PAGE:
As we go through life, we question, discover, and learn. Change is a part of life and our understandings do change. From the early through the late Middle Ages, for example, Europeans moved from an almost mystical way of thinking about the universe to an acceptance of a well-ordered, geocentric universe. In this universe, the earth was at the center and other heavenly bodies rotated around it in a series of concentric spheres. They thought therefore that the sun revolved around the earth. Today we know that our earth revolves in orbit around the sun in 365 days, 6 hours, and 9 minutes. We know as well that our earth is just one of millions and millions of planets in the universe. The exact number is around 10,000,000,000,000,000,000,000,000. All of these planets orbit around different stars and make up their own solar systems and galaxies. Where then is heaven? Early and later Christians thought it was up there above the earth.
Getting back to translations, I still have three more observations:
(1) In Matthew 1:23 we read “Behold, the virgin shall conceive and bear a son, and they shall call his name Immanuel.” Each year in the Christmas season, of course, we hear and read the text repeatedly as a prophecy about the birth of Jesus. The text in Matthew comes originally from Isaiah 7:14 in the Hebrew Scriptures (the Old Testament).
The Hebrew Scriptures were written originally in Hebrew during the period from 1200 to 100 BCE. Later a Greek translation called the Septuagint was written from the 3rd through the 1st centuries BCE. The Greek Septuagint translation of Isaiah 7:14 uses the word parthenos which meant “virgin.” The original Hebrew language text of Isaiah 7:14, however, did not use a word meaning “virgin” but the word almāh meaning “a young woman of childbearing age.” The original text of Isaiah 7:14 referred to the birth of a son for King Ahaz of Judah whose reign was 732–716 BCE.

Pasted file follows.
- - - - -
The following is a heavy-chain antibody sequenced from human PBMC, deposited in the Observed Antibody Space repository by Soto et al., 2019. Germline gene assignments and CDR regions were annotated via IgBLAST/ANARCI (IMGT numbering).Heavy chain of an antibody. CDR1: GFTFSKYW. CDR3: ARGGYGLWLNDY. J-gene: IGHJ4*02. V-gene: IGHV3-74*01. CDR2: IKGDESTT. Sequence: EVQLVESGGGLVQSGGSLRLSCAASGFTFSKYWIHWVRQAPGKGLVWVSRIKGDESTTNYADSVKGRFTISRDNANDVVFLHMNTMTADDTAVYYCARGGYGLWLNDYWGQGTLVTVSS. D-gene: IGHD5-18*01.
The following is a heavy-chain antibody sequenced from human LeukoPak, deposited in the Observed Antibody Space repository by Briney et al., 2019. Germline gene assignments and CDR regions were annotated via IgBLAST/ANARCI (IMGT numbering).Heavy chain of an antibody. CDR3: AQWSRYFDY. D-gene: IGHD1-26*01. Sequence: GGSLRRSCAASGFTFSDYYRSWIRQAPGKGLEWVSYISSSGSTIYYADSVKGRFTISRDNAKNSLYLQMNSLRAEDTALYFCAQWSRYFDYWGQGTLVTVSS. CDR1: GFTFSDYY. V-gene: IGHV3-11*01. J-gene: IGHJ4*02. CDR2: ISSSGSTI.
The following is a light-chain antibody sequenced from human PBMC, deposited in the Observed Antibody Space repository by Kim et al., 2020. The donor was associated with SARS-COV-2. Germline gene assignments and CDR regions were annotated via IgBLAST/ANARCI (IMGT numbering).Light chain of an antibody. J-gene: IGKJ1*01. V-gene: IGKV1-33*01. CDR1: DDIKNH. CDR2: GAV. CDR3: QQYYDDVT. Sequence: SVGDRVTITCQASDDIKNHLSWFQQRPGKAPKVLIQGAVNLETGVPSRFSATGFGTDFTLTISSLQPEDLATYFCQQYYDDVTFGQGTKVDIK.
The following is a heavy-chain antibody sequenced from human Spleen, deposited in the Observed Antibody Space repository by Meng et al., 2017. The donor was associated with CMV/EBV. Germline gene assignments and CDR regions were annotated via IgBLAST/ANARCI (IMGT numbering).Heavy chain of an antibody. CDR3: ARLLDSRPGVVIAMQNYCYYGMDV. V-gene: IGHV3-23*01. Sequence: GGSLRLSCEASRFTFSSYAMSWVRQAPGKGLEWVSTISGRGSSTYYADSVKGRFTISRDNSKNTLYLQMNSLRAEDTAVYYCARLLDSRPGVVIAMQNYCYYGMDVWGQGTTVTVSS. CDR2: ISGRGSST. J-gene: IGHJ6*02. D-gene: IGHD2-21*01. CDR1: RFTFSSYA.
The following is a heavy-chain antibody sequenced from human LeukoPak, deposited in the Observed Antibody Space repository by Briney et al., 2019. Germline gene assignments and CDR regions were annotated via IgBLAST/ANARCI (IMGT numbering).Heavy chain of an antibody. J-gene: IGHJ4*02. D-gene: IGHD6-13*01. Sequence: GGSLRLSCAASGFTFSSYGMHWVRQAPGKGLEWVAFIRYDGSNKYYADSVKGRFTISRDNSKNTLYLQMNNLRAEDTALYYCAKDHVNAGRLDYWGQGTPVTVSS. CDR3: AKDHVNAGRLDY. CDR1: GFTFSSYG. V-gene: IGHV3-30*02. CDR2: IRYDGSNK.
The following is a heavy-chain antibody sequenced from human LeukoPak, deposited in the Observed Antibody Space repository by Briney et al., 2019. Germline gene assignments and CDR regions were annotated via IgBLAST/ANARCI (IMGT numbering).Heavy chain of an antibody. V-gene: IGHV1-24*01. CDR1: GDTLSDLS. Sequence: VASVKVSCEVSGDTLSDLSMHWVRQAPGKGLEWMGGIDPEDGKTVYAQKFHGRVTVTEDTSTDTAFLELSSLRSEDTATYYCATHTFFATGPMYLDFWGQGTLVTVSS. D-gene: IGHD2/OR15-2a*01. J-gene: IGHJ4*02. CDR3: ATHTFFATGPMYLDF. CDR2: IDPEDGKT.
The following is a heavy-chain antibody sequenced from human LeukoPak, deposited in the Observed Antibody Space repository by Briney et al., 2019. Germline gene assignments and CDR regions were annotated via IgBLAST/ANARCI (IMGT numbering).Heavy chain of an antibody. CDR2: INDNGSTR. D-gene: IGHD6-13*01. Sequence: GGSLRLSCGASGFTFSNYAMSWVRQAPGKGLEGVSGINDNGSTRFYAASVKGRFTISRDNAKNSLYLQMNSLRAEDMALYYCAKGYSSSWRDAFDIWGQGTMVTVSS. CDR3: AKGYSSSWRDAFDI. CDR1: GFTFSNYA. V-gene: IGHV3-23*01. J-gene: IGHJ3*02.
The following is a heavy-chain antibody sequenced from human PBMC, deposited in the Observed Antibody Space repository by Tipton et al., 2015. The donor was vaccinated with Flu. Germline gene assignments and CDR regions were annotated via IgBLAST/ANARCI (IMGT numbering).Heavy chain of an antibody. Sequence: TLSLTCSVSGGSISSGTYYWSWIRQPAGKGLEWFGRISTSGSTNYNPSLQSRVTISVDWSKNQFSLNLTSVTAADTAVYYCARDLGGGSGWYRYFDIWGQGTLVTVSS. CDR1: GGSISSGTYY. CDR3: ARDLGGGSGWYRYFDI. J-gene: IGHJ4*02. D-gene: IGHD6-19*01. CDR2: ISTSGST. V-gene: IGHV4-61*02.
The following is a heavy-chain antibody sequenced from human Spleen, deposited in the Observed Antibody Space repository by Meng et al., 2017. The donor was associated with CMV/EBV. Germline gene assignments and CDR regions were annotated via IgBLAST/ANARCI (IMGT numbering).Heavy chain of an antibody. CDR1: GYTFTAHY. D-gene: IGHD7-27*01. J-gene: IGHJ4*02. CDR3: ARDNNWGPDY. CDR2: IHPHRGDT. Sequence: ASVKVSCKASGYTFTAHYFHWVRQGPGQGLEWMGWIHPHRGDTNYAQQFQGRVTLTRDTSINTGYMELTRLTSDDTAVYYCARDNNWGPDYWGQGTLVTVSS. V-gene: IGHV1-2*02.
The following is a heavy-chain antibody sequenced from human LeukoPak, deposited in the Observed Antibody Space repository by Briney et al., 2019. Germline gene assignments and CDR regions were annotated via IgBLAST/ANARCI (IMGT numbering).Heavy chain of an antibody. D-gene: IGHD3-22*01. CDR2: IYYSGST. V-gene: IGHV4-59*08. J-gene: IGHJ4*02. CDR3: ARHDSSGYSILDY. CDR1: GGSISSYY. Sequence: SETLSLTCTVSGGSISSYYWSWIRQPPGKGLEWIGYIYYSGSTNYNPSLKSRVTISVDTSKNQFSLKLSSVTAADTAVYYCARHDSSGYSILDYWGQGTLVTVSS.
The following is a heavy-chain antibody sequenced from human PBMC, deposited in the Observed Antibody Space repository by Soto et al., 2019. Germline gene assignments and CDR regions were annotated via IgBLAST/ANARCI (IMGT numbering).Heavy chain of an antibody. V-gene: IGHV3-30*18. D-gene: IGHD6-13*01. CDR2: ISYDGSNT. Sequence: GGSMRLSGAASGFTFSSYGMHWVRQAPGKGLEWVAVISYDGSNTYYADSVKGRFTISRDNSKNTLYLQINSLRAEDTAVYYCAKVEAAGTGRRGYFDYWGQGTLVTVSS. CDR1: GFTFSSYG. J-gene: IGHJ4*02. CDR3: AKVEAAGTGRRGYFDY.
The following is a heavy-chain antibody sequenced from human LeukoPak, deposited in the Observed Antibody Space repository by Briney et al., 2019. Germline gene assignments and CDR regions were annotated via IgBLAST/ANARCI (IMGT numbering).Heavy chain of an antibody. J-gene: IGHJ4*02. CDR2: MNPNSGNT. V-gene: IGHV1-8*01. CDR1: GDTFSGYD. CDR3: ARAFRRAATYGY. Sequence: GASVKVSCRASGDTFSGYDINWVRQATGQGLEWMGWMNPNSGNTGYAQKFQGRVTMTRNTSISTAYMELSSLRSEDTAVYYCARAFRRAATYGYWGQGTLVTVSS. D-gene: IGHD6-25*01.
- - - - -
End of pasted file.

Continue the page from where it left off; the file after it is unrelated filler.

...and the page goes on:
Actually, contemporary biblical scholars point out that the Greek Septuagint translation of the Hebrew Scriptures differs from the original Hebrew language texts in many ways and the Greek translations often demonstrate a real ignorance of Hebrew idiomatic usage. For these reasons, most people in the Hebrew tradition abandoned the Septuagint around the second century CE. The earliest Gentile Christians, however, used the Septuagint out of necessity. It was the only Greek version of the Scriptures available to them and most of these early Gentile Christians could not read Hebrew.
Well this textual clarification can lead to a discussion about Jesus’ “virgin birth” — something I have touched on before and can return to if necessary. Most contemporary biblical scholars would say that Jesus’ “virgin birth,” mentioned only in Matthew 1:18–25 and Luke 1:26–38, is more theologically symbolic than historical. The author of the Gospel of Mark, composed around 70 CE, thus much earlier than Matthew and Luke, was not aware of any special circumstances surrounding Jesus’ birth.
(2) My second translation observation is about the Greek word ekklesia (ecclesia in Latin) which New Testament translations translate as “church.” Ekklesia is a Greek word meaning “an assembly or congregation.” The Greek ekklesia is the basis for our English words ecclesiastical and ecclesiology. The word in the New Testament, however, was also used to refer to any assembly of people and especially a community of Christians.